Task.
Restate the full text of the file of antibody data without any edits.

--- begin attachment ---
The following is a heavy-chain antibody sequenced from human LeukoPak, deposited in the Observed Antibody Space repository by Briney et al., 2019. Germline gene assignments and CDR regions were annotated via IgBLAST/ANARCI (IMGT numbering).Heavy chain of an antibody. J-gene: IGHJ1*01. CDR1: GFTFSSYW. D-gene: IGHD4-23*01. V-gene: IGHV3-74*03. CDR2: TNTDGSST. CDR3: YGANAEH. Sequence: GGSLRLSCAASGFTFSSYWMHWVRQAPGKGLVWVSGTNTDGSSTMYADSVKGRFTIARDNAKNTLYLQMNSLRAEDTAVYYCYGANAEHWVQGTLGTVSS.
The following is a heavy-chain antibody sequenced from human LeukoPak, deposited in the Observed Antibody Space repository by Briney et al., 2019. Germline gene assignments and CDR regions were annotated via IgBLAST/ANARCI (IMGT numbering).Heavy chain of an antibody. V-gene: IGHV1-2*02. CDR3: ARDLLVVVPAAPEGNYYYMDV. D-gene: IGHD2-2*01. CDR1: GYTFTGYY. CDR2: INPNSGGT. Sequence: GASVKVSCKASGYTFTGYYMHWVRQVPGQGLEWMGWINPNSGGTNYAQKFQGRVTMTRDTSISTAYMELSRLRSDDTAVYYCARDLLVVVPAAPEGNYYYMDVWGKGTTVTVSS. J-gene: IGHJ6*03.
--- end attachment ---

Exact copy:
The following is a heavy-chain antibody sequenced from human LeukoPak, deposited in the Observed Antibody Space repository by Briney et al., 2019. Germline gene assignments and CDR regions were annotated via IgBLAST/ANARCI (IMGT numbering).Heavy chain of an antibody. J-gene: IGHJ1*01. CDR1: GFTFSSYW. D-gene: IGHD4-23*01. V-gene: IGHV3-74*03. CDR2: TNTDGSST. CDR3: YGANAEH. Sequence: GGSLRLSCAASGFTFSSYWMHWVRQAPGKGLVWVSGTNTDGSSTMYADSVKGRFTIARDNAKNTLYLQMNSLRAEDTAVYYCYGANAEHWVQGTLGTVSS.
The following is a heavy-chain antibody sequenced from human LeukoPak, deposited in the Observed Antibody Space repository by Briney et al., 2019. Germline gene assignments and CDR regions were annotated via IgBLAST/ANARCI (IMGT numbering).Heavy chain of an antibody. V-gene: IGHV1-2*02. CDR3: ARDLLVVVPAAPEGNYYYMDV. D-gene: IGHD2-2*01. CDR1: GYTFTGYY. CDR2: INPNSGGT. Sequence: GASVKVSCKASGYTFTGYYMHWVRQVPGQGLEWMGWINPNSGGTNYAQKFQGRVTMTRDTSISTAYMELSRLRSDDTAVYYCARDLLVVVPAAPEGNYYYMDVWGKGTTVTVSS. J-gene: IGHJ6*03.